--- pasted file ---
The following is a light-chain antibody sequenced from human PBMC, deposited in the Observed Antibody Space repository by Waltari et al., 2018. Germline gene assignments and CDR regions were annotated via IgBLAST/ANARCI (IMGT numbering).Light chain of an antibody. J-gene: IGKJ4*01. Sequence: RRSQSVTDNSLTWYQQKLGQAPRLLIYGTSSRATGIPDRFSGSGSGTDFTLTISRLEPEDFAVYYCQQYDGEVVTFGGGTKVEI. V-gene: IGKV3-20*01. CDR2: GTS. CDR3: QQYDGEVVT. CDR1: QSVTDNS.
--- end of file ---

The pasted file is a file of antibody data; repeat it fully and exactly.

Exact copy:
The following is a light-chain antibody sequenced from human PBMC, deposited in the Observed Antibody Space repository by Waltari et al., 2018. Germline gene assignments and CDR regions were annotated via IgBLAST/ANARCI (IMGT numbering).Light chain of an antibody. J-gene: IGKJ4*01. Sequence: RRSQSVTDNSLTWYQQKLGQAPRLLIYGTSSRATGIPDRFSGSGSGTDFTLTISRLEPEDFAVYYCQQYDGEVVTFGGGTKVEI. V-gene: IGKV3-20*01. CDR2: GTS. CDR3: QQYDGEVVT. CDR1: QSVTDNS.